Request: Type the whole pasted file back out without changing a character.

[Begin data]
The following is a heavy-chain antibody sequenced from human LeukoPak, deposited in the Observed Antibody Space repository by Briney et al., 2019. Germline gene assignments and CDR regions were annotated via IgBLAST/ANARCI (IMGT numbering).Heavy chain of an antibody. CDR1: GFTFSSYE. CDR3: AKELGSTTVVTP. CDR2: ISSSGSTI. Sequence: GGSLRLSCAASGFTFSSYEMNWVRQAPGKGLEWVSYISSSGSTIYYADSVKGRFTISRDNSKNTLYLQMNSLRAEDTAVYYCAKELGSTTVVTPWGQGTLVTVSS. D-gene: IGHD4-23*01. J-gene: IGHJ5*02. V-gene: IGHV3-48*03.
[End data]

The following is a heavy-chain antibody sequenced from human LeukoPak, deposited in the Observed Antibody Space repository by Briney et al., 2019. Germline gene assignments and CDR regions were annotated via IgBLAST/ANARCI (IMGT numbering).Heavy chain of an antibody. CDR1: GFTFSSYE. CDR3: AKELGSTTVVTP. CDR2: ISSSGSTI. Sequence: GGSLRLSCAASGFTFSSYEMNWVRQAPGKGLEWVSYISSSGSTIYYADSVKGRFTISRDNSKNTLYLQMNSLRAEDTAVYYCAKELGSTTVVTPWGQGTLVTVSS. D-gene: IGHD4-23*01. J-gene: IGHJ5*02. V-gene: IGHV3-48*03.